Nearly 3,000 years old, Málaga, Spain, on the banks of the Mediterranean, offers an intriguing mix of the ancient and modern. Images of Phonecians in long tunics and mantles trading goods at the port have given way to happy locals in brightly colored sundresses and espadrilles. The Phoenicians named it Malaka (meaning salt), but the city is sweet in every way, offering something fresh
to be savored.
The birthplace of Pablo Picasso affords guests 320 sunny days a year, making Málaga an ideal destination for a short or long city break no matter the season. Although it has been dubbed “the new Barcelona,” the local Malagueños respectfully disagree. The city breathes a strong Andalusian spirit and even with increased tourism, Málaga has retained its authentic Southern Spanish charm. The slow pace and relaxed atmosphere make it the perfect destination for food, wine
and anything relaxing.
Meander through the Old Town, past centuries-old churches and charming alleys. Two-hundred-year-old buildings with Andalusian balconies blend seamlessly with modern squares. Turn a corner, and you’ll spy an open-air Roman theater, dating back to the first century. Continue to the modern port and walk down the promenade, surrounded by elegant palm fronds and waterfront restaurants. Breathe in the sights and sounds of this magical seafront escape.
Traversing the winding city streets will satisfy your taste buds as savory and sweet delights can be found on nearly every corner. Seafood reigns supreme here—it’s a port city after all—with hundreds of restaurants offering fritura malagueña, one of the dishes that define the city. Chefs choose either squid or cuttlefish to deep fry until they are crispy on the outside.
Anchovies are treated like gold here. Locals savor two versions of boquerones—one fried and one doused in vinegar, garlic and parsley. The former is a simple snack while the latter is a typical tapas of the region. For a special detour, head to Pedregalejo, a small fishing village 10 minutes from the city center that is known for its vibrant fish plates.
Paella is also prevalent in the area with crustier bottoms and a thicker texture than other regions of Spain. Wash it down with a Cortejal, a sweet wine native to the region, and you’re already living like a local.
Málaga boasts hundreds of affordable eateries for a light lunch or a more filling dinner. Situated next to the main food market, you’ll find Recyclo Bike Café, a hotspot for young urbanites, with a relaxing atmosphere and a wealth of locally sourced vegan, vegetarian or meat options. Bicycles hang from the ceiling—you can even rent one for the day—and local art adorns the walls. Order the menu of the day, which includes a starter, main course, dessert and soft drink. Try the crispy arepas with savory pulled pork and creamy guacamole or, if you’re vegan, the croquetas caseras with spinach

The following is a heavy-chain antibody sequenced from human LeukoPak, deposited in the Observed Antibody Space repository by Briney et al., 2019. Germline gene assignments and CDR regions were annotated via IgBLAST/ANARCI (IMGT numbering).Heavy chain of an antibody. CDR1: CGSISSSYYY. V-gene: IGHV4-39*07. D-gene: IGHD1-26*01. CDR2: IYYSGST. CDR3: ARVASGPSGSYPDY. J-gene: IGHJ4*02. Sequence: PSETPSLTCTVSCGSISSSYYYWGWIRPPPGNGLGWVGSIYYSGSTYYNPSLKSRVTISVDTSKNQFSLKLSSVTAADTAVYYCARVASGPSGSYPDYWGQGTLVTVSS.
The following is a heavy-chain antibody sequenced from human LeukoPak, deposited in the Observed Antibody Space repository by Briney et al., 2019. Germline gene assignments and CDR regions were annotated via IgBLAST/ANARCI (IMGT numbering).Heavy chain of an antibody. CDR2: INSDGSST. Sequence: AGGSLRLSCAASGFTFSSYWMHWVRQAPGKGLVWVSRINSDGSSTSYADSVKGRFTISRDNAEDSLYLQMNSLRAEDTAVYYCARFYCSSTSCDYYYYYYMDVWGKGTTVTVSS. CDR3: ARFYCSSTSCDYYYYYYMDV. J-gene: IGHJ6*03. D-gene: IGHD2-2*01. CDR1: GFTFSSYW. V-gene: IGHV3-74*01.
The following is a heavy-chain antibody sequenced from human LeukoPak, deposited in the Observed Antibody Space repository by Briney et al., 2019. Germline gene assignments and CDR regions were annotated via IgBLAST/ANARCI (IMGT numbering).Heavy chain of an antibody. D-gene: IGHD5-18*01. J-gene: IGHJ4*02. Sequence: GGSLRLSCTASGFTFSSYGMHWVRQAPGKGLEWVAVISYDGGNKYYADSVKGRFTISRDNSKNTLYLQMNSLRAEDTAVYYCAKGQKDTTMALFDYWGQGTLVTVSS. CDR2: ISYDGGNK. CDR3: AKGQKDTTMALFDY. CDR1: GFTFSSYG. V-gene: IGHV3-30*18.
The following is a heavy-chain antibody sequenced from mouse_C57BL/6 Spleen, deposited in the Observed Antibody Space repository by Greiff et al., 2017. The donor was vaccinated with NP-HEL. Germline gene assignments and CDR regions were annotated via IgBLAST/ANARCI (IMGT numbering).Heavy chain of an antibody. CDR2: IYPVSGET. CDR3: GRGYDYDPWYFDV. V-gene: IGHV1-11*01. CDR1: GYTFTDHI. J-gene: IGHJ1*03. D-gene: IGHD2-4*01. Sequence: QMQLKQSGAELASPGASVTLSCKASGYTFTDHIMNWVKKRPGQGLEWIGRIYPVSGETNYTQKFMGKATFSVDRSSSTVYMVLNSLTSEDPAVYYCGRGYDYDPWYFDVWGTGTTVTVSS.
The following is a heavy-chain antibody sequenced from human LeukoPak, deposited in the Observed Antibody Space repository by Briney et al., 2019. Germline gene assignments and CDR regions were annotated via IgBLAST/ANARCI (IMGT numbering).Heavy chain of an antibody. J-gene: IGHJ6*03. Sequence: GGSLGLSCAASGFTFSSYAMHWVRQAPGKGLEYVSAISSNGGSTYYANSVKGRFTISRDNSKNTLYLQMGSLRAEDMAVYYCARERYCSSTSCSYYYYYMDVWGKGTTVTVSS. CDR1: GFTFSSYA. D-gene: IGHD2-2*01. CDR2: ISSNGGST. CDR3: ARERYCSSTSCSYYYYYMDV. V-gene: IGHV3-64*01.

and pine nuts.
For a more frenetic but no less authentic vibe, the Taberna del Siglo is an ideal choice, if a little pricier than some of its competitors. The restaurant is known throughout the city as the place to try spinach croquettes and gambas, a local delicacy. The croquettes are super soft, striking the perfect balance between salty and sweet. Pair them with a glass of Rioja, a popular varietal with locals due to its light body and pairing ability.
Gambas al ajillo—garlic shrimp indigenous to Andalucia—is the perfect appetizer. Taberna’s version is soaked in a garlic and tomato sauce, which works perfectly with the seasoned prawns. Order a plate of patatas bravas on the side and you’re good to go.
Málaga is a city renowned for its historic sites. With more than 40 museums—all of which are free on Sundays—and frequent monthly events, you will find many things to do.
Start at the Roman Theater, a 3,000-year-old archaeological marvel. Undiscovered for many years—it was unearthed in 1951—the theater is now one of the most iconic sites in the city. Discover ancient texts and artifacts that tell the story of not just the Romans but the Moors as well. During the summer, the theater is packed with music lovers enjoying live performances under a starlit sky.
Built in the 14th century when the Moors still ruled Spain, Castle Gibralfaro pays homage to the city’s vibrant past. The limestone fort is now a military museum and offers tours throughout the day. To get here, start at the Roman Theater and work your way up dozens of steps. Take your time—you can get to the top in 15 minutes but most locals stroll at a leisurely pace to make the most of the views.
Málaga hosts a variety of events throughout the year, mostly from spring to fall. The week-long Feria de Gusta in August is considered one of the can’t-miss affairs on the Andalusian calendar. The fete celebrates the Catholic reconquest of Spain and activities run the gamut from dance—think verdiales, a local take on traditional flamenco—to bull fights. Activities are split between day and night.
ibis Málaga Centro Ciudad
In the city center but away from the main tourist drag lies the Hotel Ibis Málaga Centro. Part of the large ibis chain, the Málaga outpost boasts contemporary design and bright and airy rooms. Grab a drink in the modern bar or relax in the comfy lounge. For a longer repast, head to Le Grand Café Centro next door. Here you can sit back at your leisure and enjoy a coffee or drink before you head out for the night.
Room Mate Larios Hotel
The Room Mate Larios Hotel is in the heart of it all on Calle Larios. Explore the Plaza de la Constitución, one of the biggest and most important squares in the city. The Art Deco design hotel boasts 41 rooms and six apartments. Contemporary furnishings can be found throughout with oval wooden mirrors and flatscreen TVs in all rooms. Upgrade to an apartment for a more intimate experience. Ornate wallpaper, tufted red leather chairs and hardwood floors abound. Enjoy a drink on your private terrace as you contemplate what next to do in Málaga.